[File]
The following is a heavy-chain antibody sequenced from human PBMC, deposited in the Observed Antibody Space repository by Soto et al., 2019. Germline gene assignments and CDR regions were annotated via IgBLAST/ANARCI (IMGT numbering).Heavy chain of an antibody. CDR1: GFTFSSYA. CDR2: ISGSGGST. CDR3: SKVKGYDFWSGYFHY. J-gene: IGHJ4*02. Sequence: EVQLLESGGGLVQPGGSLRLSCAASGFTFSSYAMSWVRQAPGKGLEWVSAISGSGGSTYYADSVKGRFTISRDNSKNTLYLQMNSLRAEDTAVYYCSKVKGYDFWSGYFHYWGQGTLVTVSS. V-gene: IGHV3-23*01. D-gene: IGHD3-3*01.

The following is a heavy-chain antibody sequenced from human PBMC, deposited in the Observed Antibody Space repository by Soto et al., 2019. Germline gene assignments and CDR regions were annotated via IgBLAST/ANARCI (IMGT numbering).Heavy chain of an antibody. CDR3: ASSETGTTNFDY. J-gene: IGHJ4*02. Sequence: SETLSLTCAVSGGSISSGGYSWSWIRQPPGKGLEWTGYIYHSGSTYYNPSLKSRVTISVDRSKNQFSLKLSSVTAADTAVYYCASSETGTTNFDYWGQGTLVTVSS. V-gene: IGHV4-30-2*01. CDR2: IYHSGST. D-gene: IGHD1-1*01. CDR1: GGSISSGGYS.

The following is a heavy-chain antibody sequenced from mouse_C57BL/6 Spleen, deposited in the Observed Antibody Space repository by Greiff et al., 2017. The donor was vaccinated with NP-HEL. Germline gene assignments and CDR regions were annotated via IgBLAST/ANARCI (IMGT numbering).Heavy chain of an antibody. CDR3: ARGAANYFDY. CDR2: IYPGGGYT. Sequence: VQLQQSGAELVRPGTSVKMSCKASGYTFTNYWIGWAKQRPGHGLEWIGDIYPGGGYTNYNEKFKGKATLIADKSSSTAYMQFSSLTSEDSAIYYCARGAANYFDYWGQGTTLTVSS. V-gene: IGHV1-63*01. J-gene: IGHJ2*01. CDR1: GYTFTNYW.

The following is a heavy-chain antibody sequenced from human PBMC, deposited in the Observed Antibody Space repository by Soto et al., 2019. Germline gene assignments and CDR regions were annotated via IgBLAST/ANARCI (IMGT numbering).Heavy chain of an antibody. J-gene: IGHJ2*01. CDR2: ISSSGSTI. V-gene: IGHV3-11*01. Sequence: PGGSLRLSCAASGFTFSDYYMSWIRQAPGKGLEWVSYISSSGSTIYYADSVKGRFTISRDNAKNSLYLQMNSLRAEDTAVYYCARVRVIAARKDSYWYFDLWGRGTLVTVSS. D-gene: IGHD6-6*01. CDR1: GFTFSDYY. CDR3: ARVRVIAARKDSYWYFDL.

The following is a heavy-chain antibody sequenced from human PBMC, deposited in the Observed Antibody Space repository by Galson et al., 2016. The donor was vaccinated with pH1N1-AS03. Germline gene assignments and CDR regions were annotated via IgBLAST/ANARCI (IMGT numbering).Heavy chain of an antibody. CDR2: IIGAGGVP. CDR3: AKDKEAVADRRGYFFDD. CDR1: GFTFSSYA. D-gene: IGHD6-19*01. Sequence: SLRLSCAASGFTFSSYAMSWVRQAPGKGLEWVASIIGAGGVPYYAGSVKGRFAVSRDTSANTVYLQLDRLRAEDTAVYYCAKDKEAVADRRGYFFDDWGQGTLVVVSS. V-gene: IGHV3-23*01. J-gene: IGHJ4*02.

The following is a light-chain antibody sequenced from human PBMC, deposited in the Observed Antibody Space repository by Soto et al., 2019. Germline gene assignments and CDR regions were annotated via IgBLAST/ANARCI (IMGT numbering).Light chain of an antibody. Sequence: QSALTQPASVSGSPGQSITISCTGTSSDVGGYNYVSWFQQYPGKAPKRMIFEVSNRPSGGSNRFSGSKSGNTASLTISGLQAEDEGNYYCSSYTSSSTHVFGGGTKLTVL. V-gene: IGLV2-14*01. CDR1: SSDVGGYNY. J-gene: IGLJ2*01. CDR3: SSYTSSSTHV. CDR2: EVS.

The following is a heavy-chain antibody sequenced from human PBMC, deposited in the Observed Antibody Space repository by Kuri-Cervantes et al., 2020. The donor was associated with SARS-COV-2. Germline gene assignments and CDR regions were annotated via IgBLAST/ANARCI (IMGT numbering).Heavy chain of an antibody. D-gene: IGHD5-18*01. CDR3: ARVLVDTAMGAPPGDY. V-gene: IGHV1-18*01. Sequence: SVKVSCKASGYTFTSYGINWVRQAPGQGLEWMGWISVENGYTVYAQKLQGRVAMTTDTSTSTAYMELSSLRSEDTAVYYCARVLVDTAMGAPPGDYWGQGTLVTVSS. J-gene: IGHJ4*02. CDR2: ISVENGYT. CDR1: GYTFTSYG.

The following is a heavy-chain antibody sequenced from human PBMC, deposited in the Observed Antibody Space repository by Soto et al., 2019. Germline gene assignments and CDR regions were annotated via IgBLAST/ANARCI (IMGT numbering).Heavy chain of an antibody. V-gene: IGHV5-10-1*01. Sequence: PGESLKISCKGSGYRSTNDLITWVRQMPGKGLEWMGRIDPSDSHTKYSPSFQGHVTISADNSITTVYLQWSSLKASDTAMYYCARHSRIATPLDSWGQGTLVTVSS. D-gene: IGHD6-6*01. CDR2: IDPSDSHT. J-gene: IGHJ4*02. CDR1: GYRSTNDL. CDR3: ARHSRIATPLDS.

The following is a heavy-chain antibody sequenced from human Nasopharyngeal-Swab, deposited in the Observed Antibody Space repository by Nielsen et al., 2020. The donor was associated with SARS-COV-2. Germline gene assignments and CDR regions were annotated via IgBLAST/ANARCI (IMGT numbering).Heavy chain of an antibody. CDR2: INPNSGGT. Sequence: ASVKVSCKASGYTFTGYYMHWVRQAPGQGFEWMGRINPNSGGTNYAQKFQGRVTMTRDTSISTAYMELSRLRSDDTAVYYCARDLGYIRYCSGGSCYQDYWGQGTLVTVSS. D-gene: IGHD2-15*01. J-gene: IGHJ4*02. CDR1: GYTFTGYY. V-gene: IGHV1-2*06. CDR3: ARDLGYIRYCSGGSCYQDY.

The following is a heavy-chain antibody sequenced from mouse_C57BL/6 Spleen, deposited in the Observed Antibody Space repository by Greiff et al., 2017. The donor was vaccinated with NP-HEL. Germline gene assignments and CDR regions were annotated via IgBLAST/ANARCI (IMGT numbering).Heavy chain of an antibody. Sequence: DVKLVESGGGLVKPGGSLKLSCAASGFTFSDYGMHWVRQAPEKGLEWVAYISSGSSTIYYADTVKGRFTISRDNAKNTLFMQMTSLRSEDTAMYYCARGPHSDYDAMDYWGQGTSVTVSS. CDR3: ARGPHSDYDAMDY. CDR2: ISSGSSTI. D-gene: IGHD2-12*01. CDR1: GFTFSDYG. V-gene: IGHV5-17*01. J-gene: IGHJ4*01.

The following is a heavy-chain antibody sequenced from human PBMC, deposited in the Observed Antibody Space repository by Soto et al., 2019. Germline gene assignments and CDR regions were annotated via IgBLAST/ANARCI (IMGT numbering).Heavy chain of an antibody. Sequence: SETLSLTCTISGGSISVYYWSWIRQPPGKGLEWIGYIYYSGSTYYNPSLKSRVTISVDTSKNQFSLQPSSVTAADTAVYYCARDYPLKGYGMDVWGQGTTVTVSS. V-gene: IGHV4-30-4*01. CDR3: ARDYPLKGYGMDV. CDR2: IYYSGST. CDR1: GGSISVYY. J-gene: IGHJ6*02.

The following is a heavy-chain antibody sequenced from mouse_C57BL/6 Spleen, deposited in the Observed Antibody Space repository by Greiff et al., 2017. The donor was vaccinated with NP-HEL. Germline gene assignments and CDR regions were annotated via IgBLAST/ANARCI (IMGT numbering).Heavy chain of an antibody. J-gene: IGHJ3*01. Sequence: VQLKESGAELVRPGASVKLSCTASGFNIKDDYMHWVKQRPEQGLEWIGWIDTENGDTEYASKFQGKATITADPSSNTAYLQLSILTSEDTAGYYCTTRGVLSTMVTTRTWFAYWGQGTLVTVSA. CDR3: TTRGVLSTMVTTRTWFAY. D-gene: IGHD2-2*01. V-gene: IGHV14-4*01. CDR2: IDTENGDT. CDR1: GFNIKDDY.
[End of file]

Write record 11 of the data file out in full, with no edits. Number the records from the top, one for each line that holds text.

The following is a heavy-chain antibody sequenced from human PBMC, deposited in the Observed Antibody Space repository by Soto et al., 2019. Germline gene assignments and CDR regions were annotated via IgBLAST/ANARCI (IMGT numbering).Heavy chain of an antibody. Sequence: SETLSLTCTISGGSISVYYWSWIRQPPGKGLEWIGYIYYSGSTYYNPSLKSRVTISVDTSKNQFSLQPSSVTAADTAVYYCARDYPLKGYGMDVWGQGTTVTVSS. V-gene: IGHV4-30-4*01. CDR3: ARDYPLKGYGMDV. CDR2: IYYSGST. CDR1: GGSISVYY. J-gene: IGHJ6*02.